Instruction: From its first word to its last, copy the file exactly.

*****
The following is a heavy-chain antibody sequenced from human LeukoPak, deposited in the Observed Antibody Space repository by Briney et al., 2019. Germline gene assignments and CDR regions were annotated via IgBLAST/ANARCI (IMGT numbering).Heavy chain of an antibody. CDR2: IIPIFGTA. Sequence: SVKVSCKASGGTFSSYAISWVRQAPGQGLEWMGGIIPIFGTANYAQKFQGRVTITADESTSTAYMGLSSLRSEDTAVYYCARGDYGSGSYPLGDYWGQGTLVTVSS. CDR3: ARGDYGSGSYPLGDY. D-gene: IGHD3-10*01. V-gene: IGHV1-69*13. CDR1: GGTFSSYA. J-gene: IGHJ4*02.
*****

The following is a heavy-chain antibody sequenced from human LeukoPak, deposited in the Observed Antibody Space repository by Briney et al., 2019. Germline gene assignments and CDR regions were annotated via IgBLAST/ANARCI (IMGT numbering).Heavy chain of an antibody. CDR2: IIPIFGTA. Sequence: SVKVSCKASGGTFSSYAISWVRQAPGQGLEWMGGIIPIFGTANYAQKFQGRVTITADESTSTAYMGLSSLRSEDTAVYYCARGDYGSGSYPLGDYWGQGTLVTVSS. CDR3: ARGDYGSGSYPLGDY. D-gene: IGHD3-10*01. V-gene: IGHV1-69*13. CDR1: GGTFSSYA. J-gene: IGHJ4*02.